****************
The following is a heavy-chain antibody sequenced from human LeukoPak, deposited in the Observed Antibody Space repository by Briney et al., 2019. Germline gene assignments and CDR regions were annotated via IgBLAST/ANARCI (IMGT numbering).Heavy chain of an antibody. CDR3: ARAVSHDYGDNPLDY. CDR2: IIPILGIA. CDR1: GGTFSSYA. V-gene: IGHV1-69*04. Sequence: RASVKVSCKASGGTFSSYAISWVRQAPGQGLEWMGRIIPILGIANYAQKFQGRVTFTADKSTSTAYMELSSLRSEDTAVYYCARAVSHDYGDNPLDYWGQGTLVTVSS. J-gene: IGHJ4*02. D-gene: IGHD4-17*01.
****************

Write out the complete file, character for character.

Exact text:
The following is a heavy-chain antibody sequenced from human LeukoPak, deposited in the Observed Antibody Space repository by Briney et al., 2019. Germline gene assignments and CDR regions were annotated via IgBLAST/ANARCI (IMGT numbering).Heavy chain of an antibody. CDR3: ARAVSHDYGDNPLDY. CDR2: IIPILGIA. CDR1: GGTFSSYA. V-gene: IGHV1-69*04. Sequence: RASVKVSCKASGGTFSSYAISWVRQAPGQGLEWMGRIIPILGIANYAQKFQGRVTFTADKSTSTAYMELSSLRSEDTAVYYCARAVSHDYGDNPLDYWGQGTLVTVSS. J-gene: IGHJ4*02. D-gene: IGHD4-17*01.